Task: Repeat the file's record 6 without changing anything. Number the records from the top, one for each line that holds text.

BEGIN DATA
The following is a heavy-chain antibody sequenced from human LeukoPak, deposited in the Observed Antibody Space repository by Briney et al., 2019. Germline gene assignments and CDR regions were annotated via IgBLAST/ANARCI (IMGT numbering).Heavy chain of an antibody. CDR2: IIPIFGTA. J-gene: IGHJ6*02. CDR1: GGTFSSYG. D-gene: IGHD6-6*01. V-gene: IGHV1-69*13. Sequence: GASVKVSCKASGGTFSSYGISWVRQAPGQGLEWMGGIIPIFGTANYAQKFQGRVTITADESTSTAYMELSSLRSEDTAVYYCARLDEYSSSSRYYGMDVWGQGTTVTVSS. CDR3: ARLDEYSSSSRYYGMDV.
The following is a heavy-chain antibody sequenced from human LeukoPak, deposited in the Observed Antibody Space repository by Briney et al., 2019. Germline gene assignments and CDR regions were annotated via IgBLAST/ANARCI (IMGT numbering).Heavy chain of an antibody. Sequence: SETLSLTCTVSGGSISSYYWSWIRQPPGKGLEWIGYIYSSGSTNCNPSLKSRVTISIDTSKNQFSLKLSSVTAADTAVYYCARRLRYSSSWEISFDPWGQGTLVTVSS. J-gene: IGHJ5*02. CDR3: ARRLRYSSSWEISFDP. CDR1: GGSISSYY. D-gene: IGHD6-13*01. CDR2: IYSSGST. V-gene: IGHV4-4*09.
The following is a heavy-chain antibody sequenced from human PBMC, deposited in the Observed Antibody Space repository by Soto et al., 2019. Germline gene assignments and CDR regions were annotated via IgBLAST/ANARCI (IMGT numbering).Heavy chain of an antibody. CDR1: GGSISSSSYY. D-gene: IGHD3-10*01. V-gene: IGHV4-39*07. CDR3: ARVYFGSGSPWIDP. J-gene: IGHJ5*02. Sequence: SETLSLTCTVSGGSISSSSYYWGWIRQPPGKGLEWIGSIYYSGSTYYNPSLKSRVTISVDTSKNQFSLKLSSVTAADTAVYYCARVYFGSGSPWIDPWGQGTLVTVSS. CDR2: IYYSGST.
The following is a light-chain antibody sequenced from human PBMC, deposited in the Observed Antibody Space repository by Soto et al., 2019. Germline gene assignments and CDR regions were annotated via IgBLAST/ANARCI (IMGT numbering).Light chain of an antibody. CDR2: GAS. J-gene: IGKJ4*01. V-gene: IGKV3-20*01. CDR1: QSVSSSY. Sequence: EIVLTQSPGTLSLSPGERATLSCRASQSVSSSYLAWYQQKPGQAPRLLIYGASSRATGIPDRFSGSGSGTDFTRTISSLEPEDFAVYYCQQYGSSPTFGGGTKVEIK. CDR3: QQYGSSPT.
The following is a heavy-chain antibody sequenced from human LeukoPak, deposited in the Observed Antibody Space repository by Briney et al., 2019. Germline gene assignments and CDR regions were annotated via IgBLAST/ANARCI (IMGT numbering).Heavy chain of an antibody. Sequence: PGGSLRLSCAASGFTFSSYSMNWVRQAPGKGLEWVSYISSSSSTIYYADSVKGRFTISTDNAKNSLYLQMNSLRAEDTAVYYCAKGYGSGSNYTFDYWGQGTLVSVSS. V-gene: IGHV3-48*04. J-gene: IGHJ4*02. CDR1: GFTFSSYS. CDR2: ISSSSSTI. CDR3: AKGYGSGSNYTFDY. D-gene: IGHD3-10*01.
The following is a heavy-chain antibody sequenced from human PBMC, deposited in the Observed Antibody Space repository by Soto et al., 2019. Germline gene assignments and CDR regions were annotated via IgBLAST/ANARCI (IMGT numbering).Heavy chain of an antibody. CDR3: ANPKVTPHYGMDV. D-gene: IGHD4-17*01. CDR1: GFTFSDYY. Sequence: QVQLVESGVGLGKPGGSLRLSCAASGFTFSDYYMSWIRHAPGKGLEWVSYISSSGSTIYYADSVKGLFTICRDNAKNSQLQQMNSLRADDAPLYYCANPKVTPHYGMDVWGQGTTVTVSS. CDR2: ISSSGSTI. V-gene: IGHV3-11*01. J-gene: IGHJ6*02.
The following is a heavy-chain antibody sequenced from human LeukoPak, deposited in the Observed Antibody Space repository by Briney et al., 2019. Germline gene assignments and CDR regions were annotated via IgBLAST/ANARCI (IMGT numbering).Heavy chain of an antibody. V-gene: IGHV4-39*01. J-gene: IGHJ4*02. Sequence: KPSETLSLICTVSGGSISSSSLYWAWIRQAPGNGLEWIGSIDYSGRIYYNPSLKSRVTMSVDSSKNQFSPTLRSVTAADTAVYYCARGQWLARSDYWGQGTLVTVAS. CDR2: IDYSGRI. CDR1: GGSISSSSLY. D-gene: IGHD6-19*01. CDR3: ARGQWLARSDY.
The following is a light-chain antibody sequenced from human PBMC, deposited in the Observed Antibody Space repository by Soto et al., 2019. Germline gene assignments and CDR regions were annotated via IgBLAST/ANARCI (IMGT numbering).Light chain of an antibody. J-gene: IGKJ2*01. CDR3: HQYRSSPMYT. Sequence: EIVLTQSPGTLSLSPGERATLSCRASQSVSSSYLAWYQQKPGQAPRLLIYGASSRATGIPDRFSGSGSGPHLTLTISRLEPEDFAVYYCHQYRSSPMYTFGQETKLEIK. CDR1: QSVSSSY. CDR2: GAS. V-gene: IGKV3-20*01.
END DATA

The following is a heavy-chain antibody sequenced from human PBMC, deposited in the Observed Antibody Space repository by Soto et al., 2019. Germline gene assignments and CDR regions were annotated via IgBLAST/ANARCI (IMGT numbering).Heavy chain of an antibody. CDR3: ANPKVTPHYGMDV. D-gene: IGHD4-17*01. CDR1: GFTFSDYY. Sequence: QVQLVESGVGLGKPGGSLRLSCAASGFTFSDYYMSWIRHAPGKGLEWVSYISSSGSTIYYADSVKGLFTICRDNAKNSQLQQMNSLRADDAPLYYCANPKVTPHYGMDVWGQGTTVTVSS. CDR2: ISSSGSTI. V-gene: IGHV3-11*01. J-gene: IGHJ6*02.